Last year I wanted to do a task with my department, but I was afraid of what they would think, so I didn’t do it. I kept running across a screenshot from @tjterryjo’s example.
I finally decided, it’s worthwhile, a good brainstorming task and would lend to a part of our teacher planning day before fall break.
It began with teachers brainstorming what they envisioned as the Dream Math Student on sticky notes.
We carouseled around the room to read others’ thoughts. Some were quite different, but several similar.
I recorded what they shared on chart paper in green. One idea not shared but I saw it on a sticky was enjoy mathematics.
We then brainstormed again, what are the actions we can take as teachers to encourage these traits? What opportunities can we provide?
Again, we carouseled to observe others, then shared and recorded on the chart.
This snapshot will be emailed to each person. A colleague is printing color copies for everyone to keep in their room as a reminder.
At our next PLC, we will revisit our chart and dotify with stickers the traits we are seeing in our classrooms and the actions we are taking as teachers.
As a department, we decided to pick a couple of actions we agreed everyone could focus on. In efforts to help students not to fear failure, we will try specific feedback, purposeful praise. Acknowledge student process and effort, steps they take in solving problems, rather than the end result, right/wrong answers.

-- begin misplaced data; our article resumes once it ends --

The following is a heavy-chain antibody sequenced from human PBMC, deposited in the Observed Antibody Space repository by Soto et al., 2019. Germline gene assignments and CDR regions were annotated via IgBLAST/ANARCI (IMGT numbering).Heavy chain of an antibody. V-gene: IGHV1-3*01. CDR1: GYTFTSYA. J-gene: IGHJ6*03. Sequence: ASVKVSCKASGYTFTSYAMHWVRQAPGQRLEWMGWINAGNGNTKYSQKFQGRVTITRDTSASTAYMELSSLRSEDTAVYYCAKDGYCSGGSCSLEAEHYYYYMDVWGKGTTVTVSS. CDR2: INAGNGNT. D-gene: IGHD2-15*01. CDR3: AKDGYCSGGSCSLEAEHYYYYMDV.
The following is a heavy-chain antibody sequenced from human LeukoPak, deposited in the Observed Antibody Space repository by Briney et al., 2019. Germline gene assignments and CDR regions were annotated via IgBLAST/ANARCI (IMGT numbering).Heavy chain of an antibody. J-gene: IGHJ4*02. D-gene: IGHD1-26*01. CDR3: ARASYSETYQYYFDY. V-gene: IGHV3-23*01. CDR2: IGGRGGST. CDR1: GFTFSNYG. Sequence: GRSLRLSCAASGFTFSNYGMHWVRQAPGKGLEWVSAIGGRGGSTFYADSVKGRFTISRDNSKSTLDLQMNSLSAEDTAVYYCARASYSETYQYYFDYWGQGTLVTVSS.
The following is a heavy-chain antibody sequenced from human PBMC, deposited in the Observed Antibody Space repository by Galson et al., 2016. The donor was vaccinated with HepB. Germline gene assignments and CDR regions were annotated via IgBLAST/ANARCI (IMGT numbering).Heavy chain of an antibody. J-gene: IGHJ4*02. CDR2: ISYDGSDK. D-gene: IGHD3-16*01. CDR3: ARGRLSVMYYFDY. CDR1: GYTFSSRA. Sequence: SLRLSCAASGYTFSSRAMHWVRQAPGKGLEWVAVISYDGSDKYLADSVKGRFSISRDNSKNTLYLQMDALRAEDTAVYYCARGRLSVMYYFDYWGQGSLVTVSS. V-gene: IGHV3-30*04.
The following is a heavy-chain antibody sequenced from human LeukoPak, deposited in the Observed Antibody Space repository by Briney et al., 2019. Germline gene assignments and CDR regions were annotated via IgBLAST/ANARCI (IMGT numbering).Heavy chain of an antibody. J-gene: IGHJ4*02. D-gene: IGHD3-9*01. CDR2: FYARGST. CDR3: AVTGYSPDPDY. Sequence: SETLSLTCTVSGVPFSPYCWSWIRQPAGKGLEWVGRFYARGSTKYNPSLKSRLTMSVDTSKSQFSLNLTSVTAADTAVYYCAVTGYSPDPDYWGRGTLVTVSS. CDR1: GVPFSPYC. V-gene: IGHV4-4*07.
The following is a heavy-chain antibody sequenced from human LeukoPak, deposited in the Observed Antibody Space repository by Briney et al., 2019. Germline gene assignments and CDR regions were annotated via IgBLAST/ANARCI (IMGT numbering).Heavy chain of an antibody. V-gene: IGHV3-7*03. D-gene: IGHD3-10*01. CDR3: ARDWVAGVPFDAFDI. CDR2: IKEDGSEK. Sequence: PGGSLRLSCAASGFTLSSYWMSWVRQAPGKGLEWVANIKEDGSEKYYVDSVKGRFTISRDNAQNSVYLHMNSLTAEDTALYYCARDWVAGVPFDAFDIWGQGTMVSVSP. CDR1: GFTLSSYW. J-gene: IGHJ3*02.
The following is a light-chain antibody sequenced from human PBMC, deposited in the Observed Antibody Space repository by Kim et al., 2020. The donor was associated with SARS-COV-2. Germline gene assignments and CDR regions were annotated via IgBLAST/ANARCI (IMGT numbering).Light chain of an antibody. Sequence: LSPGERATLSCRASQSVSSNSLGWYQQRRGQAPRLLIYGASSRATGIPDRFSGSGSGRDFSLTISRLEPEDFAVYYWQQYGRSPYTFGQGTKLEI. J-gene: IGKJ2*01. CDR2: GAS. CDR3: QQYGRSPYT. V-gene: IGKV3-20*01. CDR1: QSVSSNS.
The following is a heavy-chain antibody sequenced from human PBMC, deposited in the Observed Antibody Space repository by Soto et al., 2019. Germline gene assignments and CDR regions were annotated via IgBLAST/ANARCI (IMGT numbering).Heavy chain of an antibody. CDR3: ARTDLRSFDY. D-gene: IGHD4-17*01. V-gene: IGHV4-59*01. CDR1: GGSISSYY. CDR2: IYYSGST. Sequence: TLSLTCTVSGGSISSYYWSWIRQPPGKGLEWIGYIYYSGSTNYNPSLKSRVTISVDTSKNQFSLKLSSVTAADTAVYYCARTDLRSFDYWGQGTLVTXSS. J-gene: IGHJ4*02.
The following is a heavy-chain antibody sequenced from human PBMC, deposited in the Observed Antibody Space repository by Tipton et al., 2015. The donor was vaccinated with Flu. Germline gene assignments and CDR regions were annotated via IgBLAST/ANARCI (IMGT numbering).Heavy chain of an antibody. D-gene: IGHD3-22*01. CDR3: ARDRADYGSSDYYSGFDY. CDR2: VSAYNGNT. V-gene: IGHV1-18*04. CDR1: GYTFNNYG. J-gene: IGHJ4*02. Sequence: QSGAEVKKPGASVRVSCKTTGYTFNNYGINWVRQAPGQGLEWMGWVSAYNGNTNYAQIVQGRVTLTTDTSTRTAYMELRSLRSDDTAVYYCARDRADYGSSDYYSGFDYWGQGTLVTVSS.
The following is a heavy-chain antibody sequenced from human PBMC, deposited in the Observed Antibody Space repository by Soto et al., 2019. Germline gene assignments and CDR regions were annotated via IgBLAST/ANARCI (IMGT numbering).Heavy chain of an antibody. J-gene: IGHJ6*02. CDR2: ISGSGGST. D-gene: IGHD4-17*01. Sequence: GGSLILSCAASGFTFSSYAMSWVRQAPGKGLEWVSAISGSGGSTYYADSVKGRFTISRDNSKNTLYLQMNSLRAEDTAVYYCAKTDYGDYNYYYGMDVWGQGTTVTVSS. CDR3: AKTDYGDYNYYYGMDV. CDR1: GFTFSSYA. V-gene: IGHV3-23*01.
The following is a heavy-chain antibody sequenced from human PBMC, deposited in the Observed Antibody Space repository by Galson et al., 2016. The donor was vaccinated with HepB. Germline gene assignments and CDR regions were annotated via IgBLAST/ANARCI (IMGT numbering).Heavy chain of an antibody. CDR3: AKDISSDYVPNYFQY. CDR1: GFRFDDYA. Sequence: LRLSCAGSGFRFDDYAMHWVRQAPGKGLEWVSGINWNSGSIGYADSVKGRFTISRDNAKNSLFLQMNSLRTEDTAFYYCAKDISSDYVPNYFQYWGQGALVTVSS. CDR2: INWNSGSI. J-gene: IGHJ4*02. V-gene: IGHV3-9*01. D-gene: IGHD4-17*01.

As an attempt to motivate and build confidence, we want to help students set attainable goals. We use interim benchmarks throughout our courses. We have recently completed the first one. It was suggested we prepare graphical reports for ea ch student, share them, explain the end goal, but then allow students to set their own goal for our 2nd round at the end of the semester. We will meet with each student, helping them decide if their goal is attainable, yet provides a challenge to work for as well.
There will be a shout-out board in our hallway to acknowledge students who 1) reach their goal 2) are progressing toward their goal.
I have extremely talented colleagues who work hard and want their student’s to experience success. Yet it can be frustrating when we don’t see progress we would like. I think this conversation began a cycle of reflection where can can begin trying different strategies and adjust in some of our approaches than may provide better learning experiences for our students, helping them move forward.